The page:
Harrow County School for Girls

Nisi Dominus Frustra

Welcome to the temporary website of Harrow County School for Girls.  This Grammar School, founded in 1914, was closed in 1975, with the reorganisation of education in the Borough of Harrow, Middlesex.  We have set up this website as a subsection of the Gaytonian website (Harrow County School for Boys, Gayton High School, now known as Harrow High School) in response to enquiries by old girls, as there does not seem to be a functioning alumni organisation. 
Thanks to Katie Percival (Finch) for help with this.

Photographs from May 17 2008 Reunion

Famous and not-so-famous Old Girls

1965-1972  Reminiscences of Fiona Santon


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Illid Landry

Sadly, Illid Landry died June 10th, 2009

Leslie Hutber (née Watson - at School 1965-72) writes:

Illid Landry was the most inspirational teacher in my life: she was also responsible for my silver jewellery collection!

When I started at HCGS in 1965, she seemed a breath of fresh air in the hallowed halls of tradition and a largely mature teaching staff. With her painted nails, mini skirts and white wet-look Ravel loafers, she made a strong impression on us young girls. Yet it was not the fashion sense but rather her sheer enthusiasm for, and love of, her subject which  had the lasting effect. When I think now of many of my favourite works, Keats' 'La Belle Dame Sans Merci', Shelley's 'Ozymandias', Laurie Lee's 'Cider with Rosie', Richard II (which was our set text for GCE and which I knew almost by heart), they are all coloured by memories of her teaching them , often perched on a desk at the front of the room, not really much older or bigger than the rest of us. In connection with Richard II, she was also the author of an unforgettable visit to the Mermaid Theatre to see, in the title role, an exciting new young thespian, Ian McKellen. This was my first experience of the 'high' such a performance can deliver.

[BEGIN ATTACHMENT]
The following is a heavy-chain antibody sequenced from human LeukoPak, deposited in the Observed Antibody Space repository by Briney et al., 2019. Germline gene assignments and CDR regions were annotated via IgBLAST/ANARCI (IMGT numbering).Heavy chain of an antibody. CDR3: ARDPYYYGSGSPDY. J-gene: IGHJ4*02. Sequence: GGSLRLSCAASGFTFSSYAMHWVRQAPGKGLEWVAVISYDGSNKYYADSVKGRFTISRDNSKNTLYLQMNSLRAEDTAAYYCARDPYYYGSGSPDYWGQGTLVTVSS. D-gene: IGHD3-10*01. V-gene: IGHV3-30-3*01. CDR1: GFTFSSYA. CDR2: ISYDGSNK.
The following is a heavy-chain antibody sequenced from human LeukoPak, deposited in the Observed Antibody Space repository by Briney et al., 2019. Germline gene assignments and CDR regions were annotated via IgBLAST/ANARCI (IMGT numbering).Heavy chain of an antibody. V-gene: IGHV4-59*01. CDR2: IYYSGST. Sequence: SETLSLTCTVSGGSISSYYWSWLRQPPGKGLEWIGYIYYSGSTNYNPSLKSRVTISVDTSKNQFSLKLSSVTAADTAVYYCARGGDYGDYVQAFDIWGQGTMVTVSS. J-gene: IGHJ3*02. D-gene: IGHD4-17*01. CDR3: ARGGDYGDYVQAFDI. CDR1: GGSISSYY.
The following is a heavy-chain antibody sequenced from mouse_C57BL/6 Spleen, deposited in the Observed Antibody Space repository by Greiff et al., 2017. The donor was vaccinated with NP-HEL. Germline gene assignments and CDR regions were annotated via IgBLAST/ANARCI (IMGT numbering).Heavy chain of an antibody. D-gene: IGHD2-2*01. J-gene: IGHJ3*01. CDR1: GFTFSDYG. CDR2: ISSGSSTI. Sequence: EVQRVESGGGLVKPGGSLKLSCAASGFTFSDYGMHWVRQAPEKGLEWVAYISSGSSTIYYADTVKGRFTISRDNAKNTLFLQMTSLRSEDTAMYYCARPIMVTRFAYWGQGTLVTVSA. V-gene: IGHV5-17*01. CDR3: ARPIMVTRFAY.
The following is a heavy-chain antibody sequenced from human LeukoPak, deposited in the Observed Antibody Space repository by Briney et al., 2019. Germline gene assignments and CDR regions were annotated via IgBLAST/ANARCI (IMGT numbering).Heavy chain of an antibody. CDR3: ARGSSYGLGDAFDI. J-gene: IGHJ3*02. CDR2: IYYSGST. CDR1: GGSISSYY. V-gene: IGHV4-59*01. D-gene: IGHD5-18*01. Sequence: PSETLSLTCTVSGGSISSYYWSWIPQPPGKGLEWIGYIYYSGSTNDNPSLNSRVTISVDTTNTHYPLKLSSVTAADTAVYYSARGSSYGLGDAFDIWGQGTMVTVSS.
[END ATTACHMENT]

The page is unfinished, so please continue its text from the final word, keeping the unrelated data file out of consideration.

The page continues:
Not all lessons with Mrs. Landry were a joy, however. One dire day sticks in my mind when the class were left on their own for a short time with instructions to QUIETLY move desks and chairs to make a performance space. We did not manage it. The formidable Miss Platt, teaching nearby, was disturbed and made her wrath known. Order marks followed, but more than that, a sense of having let down a teacher to whom we felt loyalty and who maintained her discipline through respect and not terror.

I always meant to contact Illid Landry and thank her for all she did for me. I never got around to it and have 'something to expiate'. All I can say now is that if any of my pupils remember me with half the gratitude and affection with which I remember her, then I will be content.


These are postcard images of the School, from the early years after it opened. (Thanks to Alex Bateman for these.)